Lecroy said he obtains fingerprints and a photograph of the convicted felon when upon registration. He said the Sheriff's Department also ensures the sexual offender is not moving into an area near a school, daycare center or Department of Human Resources foster home. Households within 2,000 feet of the dwelling of a sexual offender are also notified by the Sheriff's Department, under the Community Notification Act.
One local agency that keeps track of where sex offenders live is Safe Harbor, the Child Advocacy Center.
When sexual abuse of a child is reported, Safe Harbor is soon involved in the process that helps build a case for the prosecution.
According to Kathy Smyth, executive director of Safe Harbor, the first response from a parent can be an uncomfortable feeling and parents' reaction on learning something happened with their child or children can play a vital role in their recovery.
"They usually don't know what to do or say," she said.
"First if the abuse has occurred within a family, they should contact the Department of Human Resources who will then refer the child to us. By going to DHR, the child's safety is dealt with first."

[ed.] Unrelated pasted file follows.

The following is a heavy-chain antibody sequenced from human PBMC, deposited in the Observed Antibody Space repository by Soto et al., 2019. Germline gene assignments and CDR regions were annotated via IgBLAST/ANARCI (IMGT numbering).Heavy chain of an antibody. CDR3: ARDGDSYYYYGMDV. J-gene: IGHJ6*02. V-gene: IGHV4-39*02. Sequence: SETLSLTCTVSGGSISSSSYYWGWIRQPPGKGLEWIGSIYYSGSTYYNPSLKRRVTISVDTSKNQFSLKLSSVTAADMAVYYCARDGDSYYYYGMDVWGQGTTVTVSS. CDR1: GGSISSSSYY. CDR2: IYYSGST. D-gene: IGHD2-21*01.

Smyth cautions parents to not make judgmental comments to the child.
"They need to show that you understand what they alleging and that you are taking them seriously," Smyth said.
She said the response to the disclosure of sexual abuse is critical to the child's ability to resolve and heal the trauma of sexual abuse. Smyth said it is important to maintain the following things in mind regarding accusations of sexual abuse:
Assure the child that they did the right thing in telling. A child who is close to the abuser may feel guilty about revealing the secret. The child may feel frightened if the abuser has threatened to harm the child or other family members as punishment for telling the secret.
n Tell the child that he or she is not to blame for the sexual abuse. Most children in attempting to make sense out of the abuse will believe that somehow they caused it or
may even view it as a form of punishment for imagined or real wrongdoings.
n Finally, offer the child protection, and promise that you will promptly take steps to see that the abuse stops.
What to Do